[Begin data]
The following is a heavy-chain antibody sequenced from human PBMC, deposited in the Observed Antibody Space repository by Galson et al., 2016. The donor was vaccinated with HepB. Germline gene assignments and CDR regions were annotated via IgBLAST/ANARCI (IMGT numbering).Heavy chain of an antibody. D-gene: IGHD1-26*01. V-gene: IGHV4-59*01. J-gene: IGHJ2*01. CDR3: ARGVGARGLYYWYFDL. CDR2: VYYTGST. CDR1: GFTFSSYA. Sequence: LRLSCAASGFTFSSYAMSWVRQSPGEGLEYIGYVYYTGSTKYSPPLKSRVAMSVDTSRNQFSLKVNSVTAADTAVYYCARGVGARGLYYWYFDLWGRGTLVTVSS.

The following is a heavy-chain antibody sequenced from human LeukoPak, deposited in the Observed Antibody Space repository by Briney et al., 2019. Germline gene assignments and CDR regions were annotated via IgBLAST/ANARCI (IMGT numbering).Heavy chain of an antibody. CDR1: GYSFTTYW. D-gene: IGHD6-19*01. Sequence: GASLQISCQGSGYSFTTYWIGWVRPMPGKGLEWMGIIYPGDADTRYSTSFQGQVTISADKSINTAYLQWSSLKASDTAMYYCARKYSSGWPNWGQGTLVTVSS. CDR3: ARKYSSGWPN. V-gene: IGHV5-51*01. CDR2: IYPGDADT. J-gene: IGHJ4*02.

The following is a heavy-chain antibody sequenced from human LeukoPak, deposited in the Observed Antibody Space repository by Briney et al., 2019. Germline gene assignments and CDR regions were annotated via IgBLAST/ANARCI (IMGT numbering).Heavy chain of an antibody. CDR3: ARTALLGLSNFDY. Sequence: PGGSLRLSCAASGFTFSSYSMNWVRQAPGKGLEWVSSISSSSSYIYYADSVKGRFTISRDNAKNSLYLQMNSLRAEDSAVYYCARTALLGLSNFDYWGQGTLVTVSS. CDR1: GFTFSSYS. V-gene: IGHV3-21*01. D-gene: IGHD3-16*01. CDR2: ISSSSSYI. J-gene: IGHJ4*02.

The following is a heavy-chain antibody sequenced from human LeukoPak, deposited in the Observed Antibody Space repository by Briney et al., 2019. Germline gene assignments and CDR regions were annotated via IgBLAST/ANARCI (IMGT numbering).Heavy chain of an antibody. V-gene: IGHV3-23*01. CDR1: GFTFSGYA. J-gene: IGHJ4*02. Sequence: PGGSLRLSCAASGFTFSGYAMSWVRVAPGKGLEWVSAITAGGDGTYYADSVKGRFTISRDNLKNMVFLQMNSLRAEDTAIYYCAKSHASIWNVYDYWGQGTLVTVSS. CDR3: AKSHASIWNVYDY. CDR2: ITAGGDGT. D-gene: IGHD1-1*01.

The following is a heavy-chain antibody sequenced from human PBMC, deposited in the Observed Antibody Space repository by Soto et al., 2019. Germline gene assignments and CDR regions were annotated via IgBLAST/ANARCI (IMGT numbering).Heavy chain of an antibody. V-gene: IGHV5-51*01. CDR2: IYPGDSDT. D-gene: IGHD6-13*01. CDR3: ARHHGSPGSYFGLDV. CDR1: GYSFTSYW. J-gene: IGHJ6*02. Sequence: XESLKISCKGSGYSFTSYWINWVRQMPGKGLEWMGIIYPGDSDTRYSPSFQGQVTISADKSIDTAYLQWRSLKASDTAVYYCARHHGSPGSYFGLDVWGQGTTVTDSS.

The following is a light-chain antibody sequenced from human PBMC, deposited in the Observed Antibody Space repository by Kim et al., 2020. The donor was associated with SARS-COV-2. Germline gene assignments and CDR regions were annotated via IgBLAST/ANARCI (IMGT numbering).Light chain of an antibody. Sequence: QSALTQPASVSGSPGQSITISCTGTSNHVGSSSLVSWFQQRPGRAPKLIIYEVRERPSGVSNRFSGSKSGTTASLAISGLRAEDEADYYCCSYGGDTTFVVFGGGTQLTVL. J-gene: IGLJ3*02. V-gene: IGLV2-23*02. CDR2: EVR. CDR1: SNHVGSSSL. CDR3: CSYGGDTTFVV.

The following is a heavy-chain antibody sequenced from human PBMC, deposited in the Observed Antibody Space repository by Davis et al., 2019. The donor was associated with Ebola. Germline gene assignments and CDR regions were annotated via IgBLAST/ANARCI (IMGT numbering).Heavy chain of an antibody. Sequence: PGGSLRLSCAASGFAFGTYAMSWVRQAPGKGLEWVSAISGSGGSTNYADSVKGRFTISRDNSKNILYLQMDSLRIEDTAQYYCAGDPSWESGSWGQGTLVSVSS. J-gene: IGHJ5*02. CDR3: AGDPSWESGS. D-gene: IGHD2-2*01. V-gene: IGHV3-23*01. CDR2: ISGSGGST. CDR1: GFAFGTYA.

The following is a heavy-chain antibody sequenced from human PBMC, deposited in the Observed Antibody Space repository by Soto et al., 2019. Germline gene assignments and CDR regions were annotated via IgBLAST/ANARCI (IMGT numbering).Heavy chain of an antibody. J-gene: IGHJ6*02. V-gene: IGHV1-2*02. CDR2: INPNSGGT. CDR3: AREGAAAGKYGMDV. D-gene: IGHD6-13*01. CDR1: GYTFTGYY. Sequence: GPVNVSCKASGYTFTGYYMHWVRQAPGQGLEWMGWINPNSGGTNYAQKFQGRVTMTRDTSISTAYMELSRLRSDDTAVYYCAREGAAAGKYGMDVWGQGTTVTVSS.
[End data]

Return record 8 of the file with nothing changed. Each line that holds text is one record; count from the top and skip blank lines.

The following is a heavy-chain antibody sequenced from human PBMC, deposited in the Observed Antibody Space repository by Soto et al., 2019. Germline gene assignments and CDR regions were annotated via IgBLAST/ANARCI (IMGT numbering).Heavy chain of an antibody. J-gene: IGHJ6*02. V-gene: IGHV1-2*02. CDR2: INPNSGGT. CDR3: AREGAAAGKYGMDV. D-gene: IGHD6-13*01. CDR1: GYTFTGYY. Sequence: GPVNVSCKASGYTFTGYYMHWVRQAPGQGLEWMGWINPNSGGTNYAQKFQGRVTMTRDTSISTAYMELSRLRSDDTAVYYCAREGAAAGKYGMDVWGQGTTVTVSS.